There was never a time when it looked good, except the hour immediately following the five-hour cleanup I would do every other Saturday when it got too bad to take.

And how could it look good? Since many things had no proper home, there was no “base” arrangement where things were exactly where they were supposed to be. I could hide messes, but the simple fact was that I had more things than I could care for. Most people do.

I had to reduce my possessions quite dramatically to get to be able to adequately house everything I chose to keep, but I still have quite a bit. Only once or twice have I wanted to use something that I’d gotten rid of, and it never was a big deal. There is an indescribable weight on your conscience that is released when you give something up. Every item you get rid of frees you, it really does.

I will never go back. There is just zero advantage to keeping more stuff than you can properly care for, even though it’s the normal thing to do. And it’s easy to maintain. I won’t buy anything I’m not prepared to give a home to. For once I am committed to really owning everything I have. Read More

Post image for 7 Reasons I Never Went Vegan

At its simplest level, the notion always made some sense to me: we hurt and kill animals for our pleasure and convenience, and we don’t have to.

But I’ve always held so many levels of resistance to veganism. Surely it’s not that simple.

I bring up the topic now because I’m about to give it a whirl, not as a response to any kind of ethical crisis, but instead as a health experiment. My diet has been without any hard edges for a long time. Nothing has been off limits, and as a result I’m steadily gaining the 1-pound-a-year perma-fat that the experts say will continue to bog down the typical adult until they die.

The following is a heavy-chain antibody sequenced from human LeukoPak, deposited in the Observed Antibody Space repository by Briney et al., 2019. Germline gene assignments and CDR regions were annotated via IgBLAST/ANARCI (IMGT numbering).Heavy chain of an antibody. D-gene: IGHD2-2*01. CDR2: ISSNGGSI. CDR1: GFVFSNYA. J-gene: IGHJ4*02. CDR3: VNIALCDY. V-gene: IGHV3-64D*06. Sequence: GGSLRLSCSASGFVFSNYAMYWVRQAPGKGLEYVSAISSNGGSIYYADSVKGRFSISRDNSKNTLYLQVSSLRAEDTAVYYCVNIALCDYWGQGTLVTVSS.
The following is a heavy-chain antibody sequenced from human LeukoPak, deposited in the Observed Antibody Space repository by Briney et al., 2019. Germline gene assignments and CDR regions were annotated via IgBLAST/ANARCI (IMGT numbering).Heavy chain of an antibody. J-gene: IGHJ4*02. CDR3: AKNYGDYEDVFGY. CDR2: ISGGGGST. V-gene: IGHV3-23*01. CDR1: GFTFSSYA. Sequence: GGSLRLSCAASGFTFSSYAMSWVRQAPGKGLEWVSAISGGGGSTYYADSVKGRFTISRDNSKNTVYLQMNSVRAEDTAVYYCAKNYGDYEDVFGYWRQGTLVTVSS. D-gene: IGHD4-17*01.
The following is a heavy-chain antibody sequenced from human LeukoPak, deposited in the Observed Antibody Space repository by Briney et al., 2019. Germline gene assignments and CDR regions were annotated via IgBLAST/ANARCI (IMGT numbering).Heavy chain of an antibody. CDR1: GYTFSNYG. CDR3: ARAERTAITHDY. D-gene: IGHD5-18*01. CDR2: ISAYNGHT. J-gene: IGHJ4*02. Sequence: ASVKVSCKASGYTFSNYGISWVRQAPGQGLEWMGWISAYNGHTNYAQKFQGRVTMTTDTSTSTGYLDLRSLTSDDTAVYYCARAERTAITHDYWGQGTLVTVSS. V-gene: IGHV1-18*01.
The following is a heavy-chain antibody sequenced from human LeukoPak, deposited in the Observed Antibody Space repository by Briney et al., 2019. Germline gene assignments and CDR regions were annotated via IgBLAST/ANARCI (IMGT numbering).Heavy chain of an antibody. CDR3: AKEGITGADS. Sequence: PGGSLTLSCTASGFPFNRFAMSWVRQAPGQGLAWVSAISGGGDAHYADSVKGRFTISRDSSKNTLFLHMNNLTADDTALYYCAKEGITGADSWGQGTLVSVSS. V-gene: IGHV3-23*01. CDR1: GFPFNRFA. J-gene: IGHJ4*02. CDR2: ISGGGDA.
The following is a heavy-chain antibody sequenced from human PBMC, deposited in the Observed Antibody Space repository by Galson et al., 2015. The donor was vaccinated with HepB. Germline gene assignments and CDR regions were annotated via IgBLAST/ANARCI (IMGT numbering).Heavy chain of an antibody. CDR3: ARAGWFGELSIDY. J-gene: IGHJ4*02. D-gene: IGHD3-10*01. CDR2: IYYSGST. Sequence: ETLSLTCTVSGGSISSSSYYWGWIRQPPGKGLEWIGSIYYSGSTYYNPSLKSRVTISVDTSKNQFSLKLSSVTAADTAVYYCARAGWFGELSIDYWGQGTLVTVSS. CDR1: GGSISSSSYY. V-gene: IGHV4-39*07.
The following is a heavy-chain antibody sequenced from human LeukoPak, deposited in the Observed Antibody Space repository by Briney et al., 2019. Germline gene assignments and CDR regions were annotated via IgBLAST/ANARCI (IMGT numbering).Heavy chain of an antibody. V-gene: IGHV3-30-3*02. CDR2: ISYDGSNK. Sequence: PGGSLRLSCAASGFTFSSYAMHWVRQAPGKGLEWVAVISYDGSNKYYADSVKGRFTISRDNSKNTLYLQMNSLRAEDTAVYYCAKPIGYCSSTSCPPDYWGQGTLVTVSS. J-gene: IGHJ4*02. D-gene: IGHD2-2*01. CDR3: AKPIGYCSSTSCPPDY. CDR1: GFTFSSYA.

I ate about nine chicken taquitos at a get-together not long ago, and I think it was a cry for help. I want to put some strict boundaries onto my diet, if only so I become more conscious of what I eat and so I can practice that “just say no” reflex. Just for a month, to see what happens.

I was going to do the paleo diet, since that’s the thing these days, but to be honest the “on-limits” foods instantly depressed me. I don’t want to eat shrimp and avocado omelets, with berries and balsamic as a snack. Paleo looked like it would prescribe an increase in the animals foods that have had me feeling a bit, uh… clogged these days.

So I’m going the other way, and swan-diving into the plant kingdom. Besides, I’ve had it on my bucket list for a while now: try out a vegan diet for 30 days.

But what about the social ickiness I’ve always felt about veganism? Well I went over my long-standing reasons for steering clear of it, and I have to admit they’re looking a bit wilted since I last checked:

1) It’s too hard.

I know more former vegans than vegans. The unwillingness to live a cheeseless life seems to be the primary reason my once-vegan acquaintances quickly backpedaled to the more moderate vegetarian camp.

Usually restaurants have between zero and one vegan dishes, so that’s what you get. The world is made for omnivores, so you’re painting yourself into a pretty tiny corner if you only allow plants into your body.

While researching this post I kept running into the same surprising anecdote: when people go vegan, they typically wind up expanding their palette. They end up doing a lot more cooking, trying a lot more different goods, and learning a lot more about nutrition in the process. After the initial restocking of the fridge, and a crash course on vegan staples, finding something to eat isn’t so hard.

Ok, so it’s harder than what I’ve been doing, which has basically been doing whatever’s easiest and most gratifying to me. Maybe “hard” is just “harder than the easiest possible approach.”

2) It’s too idealistic.